Born April 17, 1975. Studied business administration, then worked for the Russian branch of Coca Cola and was awarded a place for an elite course of study in the Netherlands. In Amsterdam he lived very near to an art house videotheque, which aroused his interest in international classic films. He dropped his studies, returned to Moscow and applied for the “Higher Courses for Directing and Screenplay”, where he studied until 2000, learning directing from Alexey German, Vladimir Khotinenko, Vladimir Menshov, and others. Following that, he continued his training at the Paris Film Academy “La Fémis”. In 2004 he worked as assistant director on Phillippe Garrel’s Les amants réguliers (Regular Lovers, 2005). Since 2005 he has been making films in Russia again. Three of his works (Vdvoyom [Cinéfondation], 977 and Skazka pro temnotu [Un certain régard]) premiered at the film festival in Cannes. 

Filmografie als Regisseur:
Tempête (The Tempest, KF, 2004), Vdvoyom (Two Together, KF, 2005), 977 (Nine Seven Seven, 2006), Belyaev (2009), Skazka pro temnotu (Tale in the Darkness, 2009)


Alexei Popogrebsky

Born August 7, 1972 in Moscow. Studied psychology at the University of Moscow and initially lived primarily from translation work. While he was studying, he became acquainted with Boris Khlebnikov. Together they made the documentary film Mimokh od in 1994. After that, he was responsible for editing Khlebnikov’s short film Xitraja Ljaguška. Their first joint feature film Kokte bel was awarded numerous international prizes. In 2003, together with Khlebnikov, he founded the film production company “Koktebel Film”, which produces their own work and films by other young directors. In 2008 he made two episodes for the TV series “Sudebnaya Kolonka”. His new film Kak ya provel etim letom (How I Ended This Summer) premiered at the Berlinale 2010 and received two Silver Bears.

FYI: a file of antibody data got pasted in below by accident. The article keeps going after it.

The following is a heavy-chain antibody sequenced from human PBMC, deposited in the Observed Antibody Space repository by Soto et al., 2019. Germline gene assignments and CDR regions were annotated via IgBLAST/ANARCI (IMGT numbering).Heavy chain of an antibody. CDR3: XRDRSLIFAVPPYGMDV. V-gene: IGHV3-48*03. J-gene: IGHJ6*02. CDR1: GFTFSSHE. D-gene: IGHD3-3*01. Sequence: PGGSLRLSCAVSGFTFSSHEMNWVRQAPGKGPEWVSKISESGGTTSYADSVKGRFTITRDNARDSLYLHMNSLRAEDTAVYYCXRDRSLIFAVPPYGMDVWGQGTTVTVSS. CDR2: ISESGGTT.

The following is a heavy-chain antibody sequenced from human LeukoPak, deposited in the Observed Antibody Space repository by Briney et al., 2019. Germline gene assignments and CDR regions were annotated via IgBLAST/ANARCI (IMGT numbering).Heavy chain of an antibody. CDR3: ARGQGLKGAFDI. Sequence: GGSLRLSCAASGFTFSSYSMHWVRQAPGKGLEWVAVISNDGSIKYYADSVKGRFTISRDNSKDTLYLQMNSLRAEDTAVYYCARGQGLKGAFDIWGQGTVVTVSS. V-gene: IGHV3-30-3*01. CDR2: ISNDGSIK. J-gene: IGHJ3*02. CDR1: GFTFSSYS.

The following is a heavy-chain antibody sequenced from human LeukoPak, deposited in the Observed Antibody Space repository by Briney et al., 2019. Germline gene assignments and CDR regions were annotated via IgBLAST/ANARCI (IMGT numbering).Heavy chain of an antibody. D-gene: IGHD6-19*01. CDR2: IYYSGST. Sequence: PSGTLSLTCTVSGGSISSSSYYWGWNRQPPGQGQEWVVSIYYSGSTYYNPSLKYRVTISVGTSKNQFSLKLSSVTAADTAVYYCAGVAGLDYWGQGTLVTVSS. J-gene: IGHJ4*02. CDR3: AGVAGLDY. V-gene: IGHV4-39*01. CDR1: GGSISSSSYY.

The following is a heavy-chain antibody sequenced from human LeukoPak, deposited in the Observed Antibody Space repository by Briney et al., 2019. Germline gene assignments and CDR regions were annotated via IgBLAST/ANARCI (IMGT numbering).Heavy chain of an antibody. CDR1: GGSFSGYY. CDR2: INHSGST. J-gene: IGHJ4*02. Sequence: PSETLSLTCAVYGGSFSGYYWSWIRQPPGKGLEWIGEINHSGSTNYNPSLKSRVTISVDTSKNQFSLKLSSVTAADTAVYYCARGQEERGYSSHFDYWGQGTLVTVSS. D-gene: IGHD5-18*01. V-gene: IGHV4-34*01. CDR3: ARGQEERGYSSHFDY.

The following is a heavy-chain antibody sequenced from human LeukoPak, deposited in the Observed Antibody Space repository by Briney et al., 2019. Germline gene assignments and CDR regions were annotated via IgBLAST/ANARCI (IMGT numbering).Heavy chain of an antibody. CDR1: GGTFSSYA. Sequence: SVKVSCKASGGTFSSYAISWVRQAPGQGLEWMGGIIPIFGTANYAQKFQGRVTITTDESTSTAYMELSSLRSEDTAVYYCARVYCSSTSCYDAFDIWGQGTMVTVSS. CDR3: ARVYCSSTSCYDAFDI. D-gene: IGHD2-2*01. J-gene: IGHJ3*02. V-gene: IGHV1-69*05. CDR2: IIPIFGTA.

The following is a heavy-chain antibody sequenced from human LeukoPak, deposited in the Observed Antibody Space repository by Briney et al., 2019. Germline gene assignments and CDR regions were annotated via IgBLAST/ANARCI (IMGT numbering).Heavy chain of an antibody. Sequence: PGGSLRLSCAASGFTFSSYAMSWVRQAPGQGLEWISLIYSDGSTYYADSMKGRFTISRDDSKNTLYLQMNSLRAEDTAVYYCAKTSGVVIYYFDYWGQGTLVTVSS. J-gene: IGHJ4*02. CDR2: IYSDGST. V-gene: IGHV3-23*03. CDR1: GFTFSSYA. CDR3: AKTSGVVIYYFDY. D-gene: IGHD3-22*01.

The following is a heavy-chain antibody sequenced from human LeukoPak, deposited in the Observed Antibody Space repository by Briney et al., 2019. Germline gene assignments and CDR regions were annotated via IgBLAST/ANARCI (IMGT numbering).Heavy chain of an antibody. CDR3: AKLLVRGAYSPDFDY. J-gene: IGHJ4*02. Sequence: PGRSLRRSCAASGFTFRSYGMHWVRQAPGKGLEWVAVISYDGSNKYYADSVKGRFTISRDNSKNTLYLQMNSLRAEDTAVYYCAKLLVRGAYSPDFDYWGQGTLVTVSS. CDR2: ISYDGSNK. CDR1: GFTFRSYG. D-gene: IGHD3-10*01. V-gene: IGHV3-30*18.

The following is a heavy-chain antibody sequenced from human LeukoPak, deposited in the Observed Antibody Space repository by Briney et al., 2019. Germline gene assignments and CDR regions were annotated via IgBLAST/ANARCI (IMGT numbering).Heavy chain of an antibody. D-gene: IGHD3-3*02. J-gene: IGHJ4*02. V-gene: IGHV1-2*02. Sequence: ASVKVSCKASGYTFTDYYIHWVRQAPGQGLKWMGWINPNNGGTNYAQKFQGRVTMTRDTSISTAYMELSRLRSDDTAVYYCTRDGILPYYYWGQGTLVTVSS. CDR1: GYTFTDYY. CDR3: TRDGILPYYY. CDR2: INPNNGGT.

Filmografie als Regisseur:
Mimokhod (Passing By, mit Boris Chlebnikov; Dok 1997), Koktebel (Roads to Koktebel, mit Boris Chlebnikov, 2003), Prostye Vešči (Simple Things, 2006), Sudebnaya Kolonka (Headhunting, TV-Serie, 2 Episoden, 2008), Kak ya provel etim letom (How I Ended This Summer, 2010)


Vassily Sigarev

Born 1977 in Nizhny Tagil in the Middle Urals, lives in Yekaterinburg. The dramatist comes from the school of Nikolai Kolyada, who in his works mostly describes marginal social existence. Sigarev also became known with a similar theme: with “Plasticine”, a play about street children that was found offensive when it premiered in Russia and received its international premiere in 2002 at the London Royal Court Theatre, he became the first non-English-speaking dramatist to receive the “Evening Standard Theatre Award” as “Most Promising Playwright”. British theater critics see Sigarev in the tradition of the provocative “in-yer-face theatre”. He has written eighteen plays, almost all of which have been performed throughout Europe, and some of which have been translated into German (“Plastilin“, “Ladybird“, “Schwarze Milch“, “Nachtschicht“). At the Moscow Art Theatre he dramatized Patrick Süskind’s “Perfume“. For his first work as a film director, Sigarev adapted his own play “Wolfy”. The film was awarded as Best Film at the “Kinotavr” film festival in Sochi in 2009 and also received the prize for Best Script. It premiered internationally at the Karlovy Vary Int.Film Festival in 2009.